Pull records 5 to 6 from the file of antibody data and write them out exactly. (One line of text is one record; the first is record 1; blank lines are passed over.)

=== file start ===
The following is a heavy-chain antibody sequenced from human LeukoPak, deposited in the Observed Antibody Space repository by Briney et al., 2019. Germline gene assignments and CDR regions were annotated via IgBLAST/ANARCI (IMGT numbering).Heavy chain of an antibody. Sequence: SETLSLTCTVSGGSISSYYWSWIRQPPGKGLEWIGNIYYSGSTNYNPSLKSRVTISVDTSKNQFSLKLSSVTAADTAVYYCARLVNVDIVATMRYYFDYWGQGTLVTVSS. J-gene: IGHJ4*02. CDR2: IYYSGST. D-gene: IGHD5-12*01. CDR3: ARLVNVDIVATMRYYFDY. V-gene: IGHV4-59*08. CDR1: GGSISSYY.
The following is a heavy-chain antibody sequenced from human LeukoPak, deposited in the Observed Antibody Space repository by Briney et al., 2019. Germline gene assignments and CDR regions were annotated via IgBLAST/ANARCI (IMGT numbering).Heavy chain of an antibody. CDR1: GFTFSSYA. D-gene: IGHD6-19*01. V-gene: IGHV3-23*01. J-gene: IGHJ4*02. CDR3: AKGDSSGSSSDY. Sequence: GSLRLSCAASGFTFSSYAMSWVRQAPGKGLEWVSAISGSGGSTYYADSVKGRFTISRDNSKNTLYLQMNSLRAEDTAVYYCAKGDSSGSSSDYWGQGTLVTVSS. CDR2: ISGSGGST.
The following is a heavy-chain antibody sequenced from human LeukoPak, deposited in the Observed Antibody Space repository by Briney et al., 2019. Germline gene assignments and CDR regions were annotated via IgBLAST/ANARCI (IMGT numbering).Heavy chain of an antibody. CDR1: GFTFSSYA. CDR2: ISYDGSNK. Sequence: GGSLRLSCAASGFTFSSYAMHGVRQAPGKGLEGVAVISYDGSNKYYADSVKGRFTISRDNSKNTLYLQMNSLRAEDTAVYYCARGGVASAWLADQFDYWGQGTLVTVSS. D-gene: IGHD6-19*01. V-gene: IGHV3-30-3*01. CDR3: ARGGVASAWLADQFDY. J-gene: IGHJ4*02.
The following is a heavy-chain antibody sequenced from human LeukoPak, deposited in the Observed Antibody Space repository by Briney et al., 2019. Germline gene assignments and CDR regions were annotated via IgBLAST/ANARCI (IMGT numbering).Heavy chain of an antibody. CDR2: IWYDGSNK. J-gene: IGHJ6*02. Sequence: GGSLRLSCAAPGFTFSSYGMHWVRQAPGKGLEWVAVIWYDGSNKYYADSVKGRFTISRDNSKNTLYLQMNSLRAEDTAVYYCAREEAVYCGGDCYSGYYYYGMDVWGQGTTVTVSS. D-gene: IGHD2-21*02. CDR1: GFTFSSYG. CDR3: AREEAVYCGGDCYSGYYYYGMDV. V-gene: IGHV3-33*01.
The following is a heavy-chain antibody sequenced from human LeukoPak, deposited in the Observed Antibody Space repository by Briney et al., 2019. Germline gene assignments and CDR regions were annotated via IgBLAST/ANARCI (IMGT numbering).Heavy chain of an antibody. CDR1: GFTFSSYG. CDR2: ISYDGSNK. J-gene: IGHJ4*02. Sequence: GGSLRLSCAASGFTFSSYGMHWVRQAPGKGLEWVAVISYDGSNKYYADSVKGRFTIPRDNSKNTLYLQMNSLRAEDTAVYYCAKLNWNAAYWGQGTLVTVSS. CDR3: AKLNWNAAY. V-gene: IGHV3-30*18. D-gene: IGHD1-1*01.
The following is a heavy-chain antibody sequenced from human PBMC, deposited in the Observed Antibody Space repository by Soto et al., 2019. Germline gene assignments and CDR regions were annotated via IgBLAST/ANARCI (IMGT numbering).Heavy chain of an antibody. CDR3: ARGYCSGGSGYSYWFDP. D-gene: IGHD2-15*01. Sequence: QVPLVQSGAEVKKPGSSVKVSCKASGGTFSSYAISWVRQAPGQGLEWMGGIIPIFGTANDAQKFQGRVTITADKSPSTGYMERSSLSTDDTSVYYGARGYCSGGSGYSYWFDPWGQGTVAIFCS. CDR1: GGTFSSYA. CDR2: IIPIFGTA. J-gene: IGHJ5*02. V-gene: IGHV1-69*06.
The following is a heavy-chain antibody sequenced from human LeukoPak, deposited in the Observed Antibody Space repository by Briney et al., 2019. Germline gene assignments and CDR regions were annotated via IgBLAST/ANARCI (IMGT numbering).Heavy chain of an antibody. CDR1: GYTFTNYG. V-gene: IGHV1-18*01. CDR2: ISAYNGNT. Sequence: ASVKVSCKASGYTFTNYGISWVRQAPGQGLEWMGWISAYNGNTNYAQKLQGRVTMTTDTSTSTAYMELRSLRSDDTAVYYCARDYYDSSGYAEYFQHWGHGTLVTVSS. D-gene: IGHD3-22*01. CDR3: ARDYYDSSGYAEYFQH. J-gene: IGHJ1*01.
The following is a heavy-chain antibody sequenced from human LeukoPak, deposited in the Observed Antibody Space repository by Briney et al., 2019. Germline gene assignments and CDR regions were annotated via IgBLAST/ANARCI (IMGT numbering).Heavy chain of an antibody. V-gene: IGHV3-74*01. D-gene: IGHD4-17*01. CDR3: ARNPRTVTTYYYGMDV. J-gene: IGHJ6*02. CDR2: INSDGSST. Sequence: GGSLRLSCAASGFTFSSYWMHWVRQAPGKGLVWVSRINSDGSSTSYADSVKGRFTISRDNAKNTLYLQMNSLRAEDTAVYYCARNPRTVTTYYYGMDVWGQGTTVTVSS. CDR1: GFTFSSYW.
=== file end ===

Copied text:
The following is a heavy-chain antibody sequenced from human LeukoPak, deposited in the Observed Antibody Space repository by Briney et al., 2019. Germline gene assignments and CDR regions were annotated via IgBLAST/ANARCI (IMGT numbering).Heavy chain of an antibody. CDR1: GFTFSSYG. CDR2: ISYDGSNK. J-gene: IGHJ4*02. Sequence: GGSLRLSCAASGFTFSSYGMHWVRQAPGKGLEWVAVISYDGSNKYYADSVKGRFTIPRDNSKNTLYLQMNSLRAEDTAVYYCAKLNWNAAYWGQGTLVTVSS. CDR3: AKLNWNAAY. V-gene: IGHV3-30*18. D-gene: IGHD1-1*01.
The following is a heavy-chain antibody sequenced from human PBMC, deposited in the Observed Antibody Space repository by Soto et al., 2019. Germline gene assignments and CDR regions were annotated via IgBLAST/ANARCI (IMGT numbering).Heavy chain of an antibody. CDR3: ARGYCSGGSGYSYWFDP. D-gene: IGHD2-15*01. Sequence: QVPLVQSGAEVKKPGSSVKVSCKASGGTFSSYAISWVRQAPGQGLEWMGGIIPIFGTANDAQKFQGRVTITADKSPSTGYMERSSLSTDDTSVYYGARGYCSGGSGYSYWFDPWGQGTVAIFCS. CDR1: GGTFSSYA. CDR2: IIPIFGTA. J-gene: IGHJ5*02. V-gene: IGHV1-69*06.